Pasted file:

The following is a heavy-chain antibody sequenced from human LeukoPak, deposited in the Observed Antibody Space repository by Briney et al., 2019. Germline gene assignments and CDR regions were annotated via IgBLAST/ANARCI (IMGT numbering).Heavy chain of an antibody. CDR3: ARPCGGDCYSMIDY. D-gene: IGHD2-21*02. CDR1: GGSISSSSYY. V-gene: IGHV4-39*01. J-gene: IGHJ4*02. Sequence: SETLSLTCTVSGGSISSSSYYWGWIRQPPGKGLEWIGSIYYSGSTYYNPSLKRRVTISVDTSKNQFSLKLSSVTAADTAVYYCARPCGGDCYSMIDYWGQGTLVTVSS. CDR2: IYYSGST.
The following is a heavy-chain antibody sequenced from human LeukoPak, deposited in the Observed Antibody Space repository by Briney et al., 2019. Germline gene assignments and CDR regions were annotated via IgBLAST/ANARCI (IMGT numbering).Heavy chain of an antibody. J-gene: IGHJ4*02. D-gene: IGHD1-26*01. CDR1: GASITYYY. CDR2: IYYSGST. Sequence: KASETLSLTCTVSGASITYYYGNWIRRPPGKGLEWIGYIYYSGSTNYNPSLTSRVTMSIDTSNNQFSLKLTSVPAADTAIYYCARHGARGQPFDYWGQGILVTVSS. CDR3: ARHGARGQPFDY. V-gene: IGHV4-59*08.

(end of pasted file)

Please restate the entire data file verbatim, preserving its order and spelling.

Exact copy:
The following is a heavy-chain antibody sequenced from human LeukoPak, deposited in the Observed Antibody Space repository by Briney et al., 2019. Germline gene assignments and CDR regions were annotated via IgBLAST/ANARCI (IMGT numbering).Heavy chain of an antibody. CDR3: ARPCGGDCYSMIDY. D-gene: IGHD2-21*02. CDR1: GGSISSSSYY. V-gene: IGHV4-39*01. J-gene: IGHJ4*02. Sequence: SETLSLTCTVSGGSISSSSYYWGWIRQPPGKGLEWIGSIYYSGSTYYNPSLKRRVTISVDTSKNQFSLKLSSVTAADTAVYYCARPCGGDCYSMIDYWGQGTLVTVSS. CDR2: IYYSGST.
The following is a heavy-chain antibody sequenced from human LeukoPak, deposited in the Observed Antibody Space repository by Briney et al., 2019. Germline gene assignments and CDR regions were annotated via IgBLAST/ANARCI (IMGT numbering).Heavy chain of an antibody. J-gene: IGHJ4*02. D-gene: IGHD1-26*01. CDR1: GASITYYY. CDR2: IYYSGST. Sequence: KASETLSLTCTVSGASITYYYGNWIRRPPGKGLEWIGYIYYSGSTNYNPSLTSRVTMSIDTSNNQFSLKLTSVPAADTAIYYCARHGARGQPFDYWGQGILVTVSS. CDR3: ARHGARGQPFDY. V-gene: IGHV4-59*08.